“As communicators in health care, it has always been important for us to provide timely, accurate, easy-to-understand information to the communities we serve so that people can make informed decisions about their health,” said Karen Browne, vice president of marketing and communications at ChristianaCare. “The COVID-19 pandemic added an entirely new level of urgency to our role as communicators, and it made it even more important for us to build strong relationships with our partners in the news media so that they can deliver compelling, actionable health information to the community—from experts they can trust.”


The pandemic also highlighted the need to do more with less. ChristianaCare’s innovation was driven out of a desire to improve the reach, impact and efficiency of its media relations efforts—amid rapidly increasing demand—without the need to add additional resources.


“With our partners at ExpertFile, we leveraged ExpertFile’s outstanding technology platform to create a database of our experts that helps reporters and news producers find the sources they need quickly, and it enables our team to nimbly manage their requests and facilitate interviews in a way that makes the absolute best use of our resources,” Hoffman said. “The ExpertFile team worked as our strategic thought partners throughout this process, and they’ve really embraced our desire for innovation that drives results. They’ve helped us to work smarter and do more without adding a lot of additional resources. Together, we’ve built a system and process that is helping us to communicate in new and better ways—and we’re just getting started.”


About ChristianaCare

Headquartered in Wilmington, Delaware, ChristianaCare is one of the country’s most dynamic health care organizations, centered on improving health outcomes, making high-quality care more accessible and lowering health care costs. ChristianaCare includes an extensive network of primary care and outpatient services, home health care, urgent care centers, three hospitals (1,299 beds), a freestanding emergency department, a Level I trauma center and a Level III neonatal intensive care unit, a comprehensive stroke center and regional centers of excellence in heart and vascular care, cancer care and women’s health. It also includes the pioneering Gene Editing Institute.


ChristianaCare is nationally recognized as a great place to work, rated by Forbes as the 2nd best health system for diversity and inclusion, and the 29th best health system to work for in the United States, and by IDG Computerworld as one of the nation’s Best Places to Work in IT. ChristianaCare is rated by Healthgrades as one of America’s 50 Best Hospitals and continually ranked among the nation’s best by U.S. News & World Report, Newsweek and other national quality ratings. ChristianaCare is a nonprofit teaching health system with more than 260 residents and fellows. With its groundbreaking Center for Virtual Health and a focus on population health and value-based care, ChristianaCare is shaping the future of health care.


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2 min

Wilmington Campus Receives $1 Million Donation From the Rocco A. and Mary Abessinio Foundation

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5 min

This Is a Critical Moment: Delaware Must Not Go Backward in Health Equity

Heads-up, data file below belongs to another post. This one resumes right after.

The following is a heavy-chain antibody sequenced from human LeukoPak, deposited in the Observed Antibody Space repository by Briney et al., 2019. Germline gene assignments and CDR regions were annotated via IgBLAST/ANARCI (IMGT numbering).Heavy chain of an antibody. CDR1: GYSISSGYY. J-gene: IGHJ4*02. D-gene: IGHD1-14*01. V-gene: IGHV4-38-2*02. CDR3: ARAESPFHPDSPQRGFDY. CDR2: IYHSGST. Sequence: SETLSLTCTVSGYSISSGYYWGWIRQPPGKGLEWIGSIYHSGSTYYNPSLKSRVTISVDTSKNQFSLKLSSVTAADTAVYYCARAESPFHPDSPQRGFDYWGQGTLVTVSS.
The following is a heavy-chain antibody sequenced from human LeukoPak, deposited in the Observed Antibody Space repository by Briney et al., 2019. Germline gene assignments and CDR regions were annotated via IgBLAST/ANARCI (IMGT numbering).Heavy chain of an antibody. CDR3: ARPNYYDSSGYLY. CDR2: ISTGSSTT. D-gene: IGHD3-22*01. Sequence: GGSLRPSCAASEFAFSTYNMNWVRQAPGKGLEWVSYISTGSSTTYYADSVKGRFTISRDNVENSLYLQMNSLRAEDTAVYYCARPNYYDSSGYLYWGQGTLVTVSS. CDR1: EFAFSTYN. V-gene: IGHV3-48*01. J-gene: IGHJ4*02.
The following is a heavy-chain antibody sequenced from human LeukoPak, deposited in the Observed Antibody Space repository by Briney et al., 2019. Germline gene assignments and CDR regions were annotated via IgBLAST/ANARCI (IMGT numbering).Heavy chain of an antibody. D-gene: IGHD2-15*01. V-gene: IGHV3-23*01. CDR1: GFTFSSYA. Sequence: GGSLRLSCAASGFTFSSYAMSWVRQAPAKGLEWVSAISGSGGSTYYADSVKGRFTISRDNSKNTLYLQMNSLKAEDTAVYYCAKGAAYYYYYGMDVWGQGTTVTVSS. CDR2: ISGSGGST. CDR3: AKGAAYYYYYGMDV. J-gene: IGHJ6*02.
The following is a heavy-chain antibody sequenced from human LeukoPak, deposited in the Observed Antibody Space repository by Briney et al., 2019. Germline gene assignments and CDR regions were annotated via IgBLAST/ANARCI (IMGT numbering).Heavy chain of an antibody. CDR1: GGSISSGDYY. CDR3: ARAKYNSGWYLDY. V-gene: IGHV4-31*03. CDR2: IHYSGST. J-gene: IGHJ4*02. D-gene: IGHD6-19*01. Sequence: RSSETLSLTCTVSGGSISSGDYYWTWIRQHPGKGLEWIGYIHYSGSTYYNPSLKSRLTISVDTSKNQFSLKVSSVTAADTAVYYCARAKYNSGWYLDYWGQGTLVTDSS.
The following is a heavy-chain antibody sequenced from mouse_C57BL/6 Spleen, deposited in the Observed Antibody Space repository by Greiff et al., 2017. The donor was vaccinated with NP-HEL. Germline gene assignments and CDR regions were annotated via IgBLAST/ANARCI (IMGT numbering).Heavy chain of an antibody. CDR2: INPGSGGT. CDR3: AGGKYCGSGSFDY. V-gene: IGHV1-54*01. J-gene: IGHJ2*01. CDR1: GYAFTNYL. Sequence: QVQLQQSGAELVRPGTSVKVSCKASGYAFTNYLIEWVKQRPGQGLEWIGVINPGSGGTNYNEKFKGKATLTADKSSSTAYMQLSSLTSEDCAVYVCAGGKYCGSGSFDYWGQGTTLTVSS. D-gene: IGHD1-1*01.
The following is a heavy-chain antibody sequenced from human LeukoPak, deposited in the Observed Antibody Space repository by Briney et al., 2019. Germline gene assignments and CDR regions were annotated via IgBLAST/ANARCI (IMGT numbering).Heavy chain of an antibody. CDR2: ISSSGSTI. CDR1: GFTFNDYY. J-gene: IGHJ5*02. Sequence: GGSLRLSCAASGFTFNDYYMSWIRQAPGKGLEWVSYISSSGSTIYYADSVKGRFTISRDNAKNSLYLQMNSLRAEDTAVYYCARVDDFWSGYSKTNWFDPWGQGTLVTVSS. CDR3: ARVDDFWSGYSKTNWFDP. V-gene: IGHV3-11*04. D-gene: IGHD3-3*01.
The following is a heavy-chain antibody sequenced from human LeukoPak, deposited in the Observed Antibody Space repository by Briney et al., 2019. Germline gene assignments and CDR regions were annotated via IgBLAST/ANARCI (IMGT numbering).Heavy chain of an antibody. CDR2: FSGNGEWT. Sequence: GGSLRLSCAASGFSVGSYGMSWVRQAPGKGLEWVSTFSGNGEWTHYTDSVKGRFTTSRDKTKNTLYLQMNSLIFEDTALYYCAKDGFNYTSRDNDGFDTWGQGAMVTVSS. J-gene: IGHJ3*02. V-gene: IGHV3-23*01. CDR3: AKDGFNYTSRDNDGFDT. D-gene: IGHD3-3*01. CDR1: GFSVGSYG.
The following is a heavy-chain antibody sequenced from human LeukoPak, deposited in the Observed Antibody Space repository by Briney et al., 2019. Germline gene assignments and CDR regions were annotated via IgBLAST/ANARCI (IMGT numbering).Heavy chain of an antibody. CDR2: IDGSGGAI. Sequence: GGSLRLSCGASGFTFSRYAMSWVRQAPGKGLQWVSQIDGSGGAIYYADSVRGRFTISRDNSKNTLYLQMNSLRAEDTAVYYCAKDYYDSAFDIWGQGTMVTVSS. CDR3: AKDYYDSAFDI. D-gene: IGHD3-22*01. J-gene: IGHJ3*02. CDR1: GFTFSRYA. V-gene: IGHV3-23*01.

The proposed Delaware House Bill 350 is well-intended but would have terrible consequences for Delaware’s most vulnerable populations. There is a better way. By LeRoi S. Hicks, M.D., MPH, FACP As a Black physician who has dedicated his 25-year career to understanding and addressing health equity, I am deeply concerned about Delaware’s proposed House Bill 350, which aims to address rising health care costs by establishing a body of political appointees that would oversee the budgets of Delaware’s nonprofit hospitals. While the goal of bending the cost curve in health care may be well-intentioned, this bill will have horrific consequences for Delaware’s most vulnerable populations, including Black people, Hispanic people and other groups that have been traditionally underserved in health care. We can and must work together to solve this problem and provide the right care, in the right place, at the right time. A tale of two cities To borrow a phrase from Charles Dickens, Delaware, like much of America, is a tale of two cities. The experience of life—including a healthy, safe environment and access to good-quality health care—is vastly different depending on where you live and your demographic background. In the city of Wilmington, for example, ZIP codes that are just a few miles apart represent more than 20 years difference in life expectancy. This is not OK—it’s a sign that we have serious structural problems in our communities that are causing harm to people and making their lives shorter. Importantly, chopping $360 million out of Delaware’s hospital budgets, as House Bill 350 would do in year one, is not going to help this problem—it’s going to make it worse. And in doing so, it would ultimately make health care in Delaware more expensive—not less expensive. The key to lowering health care costs is to improve quality, access and equity Data show that about 5% of patients in the United States account for more than 50% of all health care costs. These are primarily patients who have complex and poorly managed chronic conditions that cause them to end up in the most expensive care settings—hospitals, operating rooms, emergency departments. The key to driving down health care costs is to improve quality and equity so that everyone is supported in achieving their best health, and these high users of the most expensive kinds of care are better supported in managing their health conditions such as diabetes or heart failure in the appropriate way. In doing so, they prevent the need for costly emergency or “rescue” care. Let’s do more—not less—of what we already know works Health care is not a one-size-fits-all industry. The delivery of care for patients across a diverse population requires multiple interventions at the same time. These interventions are designed not only to improve the quality of care but also to close the gap in terms of health care disparities. That’s important, because when we improve care and outcomes for the most vulnerable populations, we tend to get things right for everyone. One type of intervention is about doing exactly the right things for a patient based on the evidence of what will help—and doing nothing extra that will cause harm or generate additional costs without providing additional benefit. An example of this might be ensuring that every patient who has a heart attack gets a certain drug called a beta blocker right after their heart attack, and they receive clear guidance and support on the actions they must take to reduce their risk of a second heart attack, such as regular exercise and good nutrition. The second type of intervention is for the highest-risk populations. These are patients who live in poor communities where there are no gyms and no grocery stores, and people commonly have challenges with transportation and lack of access to resources that makes it difficult—sometimes impossible—to follow their plan for follow-up care. They lack access to high-nutrient food that reduces their risk of a second heart attack. They also live in areas where there are fewer health care providers compared to more affluent areas. These interventions tend to be very intensive and do not generate income for health systems; in fact, they require significant non-reimbursed investment, but they are necessary to keep our most vulnerable patients healthy. The medical community has developed interventions for these populations that are proven to work. A local example is the Delaware Food Pharmacy program, which connects at-risk patients with healthy food and supports their ability to prepare it. The program helps patients improve their overall health and effectively manage their chronic conditions so they can prevent an adverse event that would put them back in the hospital or emergency department. When we work together, we succeed We’ve seen incredible examples of how this work can be successful right here in Delaware. Delaware was the first state in the country to eliminate a racial disparity in colorectal cancer, and we did this by expanding cancer services, including making it easy for vulnerable people to get preventive cancer care and screenings. This is an incredible success story that continues to this day, and it was the result of thoughtful, detail-oriented partnerships among the state and the health care community. The work continues as we collaborate to reduce the impact and mortality of breast cancer in our state. Unfortunately, these kinds of interventions are the first thing to go when health care budgets get slashed, because they don’t generate revenue and are not self-sustaining. These kinds of activities need to be funded—either through grants or an external funder, or by the hospitals and health care systems. By narrowly focusing on cost, we risk losing the progress we have made Delaware House Bill 350, as it’s proposed, would cause harm in two ways: First, it would compromise our ability to invest in these kinds of interventions that work. Second, it increases the risk that higher-cost health services and programs that are disproportionately needed by people in vulnerable communities could become no longer available in Delaware. In states where the government has intervened in the name of cutting costs, like Vermont and Massachusetts, we see the consequences–less quality and reduced equitable access to much-needed services. House Bill 350 will widen the gap between those who have means and those who are more vulnerable. These changes will lead to increased disease burden on these populations. They will end up in the emergency room more and hospitalized more, which is by far the most expensive kind of care. That’s not what anyone wants—and it’s the opposite of what this bill was intended to accomplish. At this moment, in Delaware, we have an opportunity to put our state on a sustainable path to better health for all Delawareans. House Bill 350 is not that path. However, the discussion that House Bill 350 has started is something that we can build on by bringing together the stakeholders we need to collaborate with to solve these complicated problems. That includes Delaware’s government and legislators, the hospitals and health centers, the insurance, pharmacy and medical device industries, and most importantly, patients and the doctors who care for them. LeRoi Hicks, M.D., is the campus executive director for ChristianaCare, Wilmington Campus.